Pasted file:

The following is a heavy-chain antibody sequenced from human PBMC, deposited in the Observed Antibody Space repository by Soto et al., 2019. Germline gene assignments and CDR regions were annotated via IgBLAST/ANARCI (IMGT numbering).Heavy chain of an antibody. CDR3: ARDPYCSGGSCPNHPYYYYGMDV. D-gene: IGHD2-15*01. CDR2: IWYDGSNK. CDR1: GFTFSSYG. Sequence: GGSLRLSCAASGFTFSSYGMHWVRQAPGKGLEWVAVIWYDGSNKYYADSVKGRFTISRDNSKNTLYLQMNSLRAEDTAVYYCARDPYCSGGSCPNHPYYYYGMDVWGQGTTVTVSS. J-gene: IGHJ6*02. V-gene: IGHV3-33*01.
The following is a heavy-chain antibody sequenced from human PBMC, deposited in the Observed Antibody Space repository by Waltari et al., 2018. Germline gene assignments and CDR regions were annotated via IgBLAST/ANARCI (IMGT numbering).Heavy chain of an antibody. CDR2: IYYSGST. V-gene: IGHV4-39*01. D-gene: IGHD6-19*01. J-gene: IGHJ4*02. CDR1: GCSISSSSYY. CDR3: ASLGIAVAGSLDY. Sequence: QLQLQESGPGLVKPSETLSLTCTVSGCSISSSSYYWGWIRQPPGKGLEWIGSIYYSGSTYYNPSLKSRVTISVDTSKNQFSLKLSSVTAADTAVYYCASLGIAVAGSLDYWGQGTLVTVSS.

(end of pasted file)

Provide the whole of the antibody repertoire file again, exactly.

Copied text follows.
The following is a heavy-chain antibody sequenced from human PBMC, deposited in the Observed Antibody Space repository by Soto et al., 2019. Germline gene assignments and CDR regions were annotated via IgBLAST/ANARCI (IMGT numbering).Heavy chain of an antibody. CDR3: ARDPYCSGGSCPNHPYYYYGMDV. D-gene: IGHD2-15*01. CDR2: IWYDGSNK. CDR1: GFTFSSYG. Sequence: GGSLRLSCAASGFTFSSYGMHWVRQAPGKGLEWVAVIWYDGSNKYYADSVKGRFTISRDNSKNTLYLQMNSLRAEDTAVYYCARDPYCSGGSCPNHPYYYYGMDVWGQGTTVTVSS. J-gene: IGHJ6*02. V-gene: IGHV3-33*01.
The following is a heavy-chain antibody sequenced from human PBMC, deposited in the Observed Antibody Space repository by Waltari et al., 2018. Germline gene assignments and CDR regions were annotated via IgBLAST/ANARCI (IMGT numbering).Heavy chain of an antibody. CDR2: IYYSGST. V-gene: IGHV4-39*01. D-gene: IGHD6-19*01. J-gene: IGHJ4*02. CDR1: GCSISSSSYY. CDR3: ASLGIAVAGSLDY. Sequence: QLQLQESGPGLVKPSETLSLTCTVSGCSISSSSYYWGWIRQPPGKGLEWIGSIYYSGSTYYNPSLKSRVTISVDTSKNQFSLKLSSVTAADTAVYYCASLGIAVAGSLDYWGQGTLVTVSS.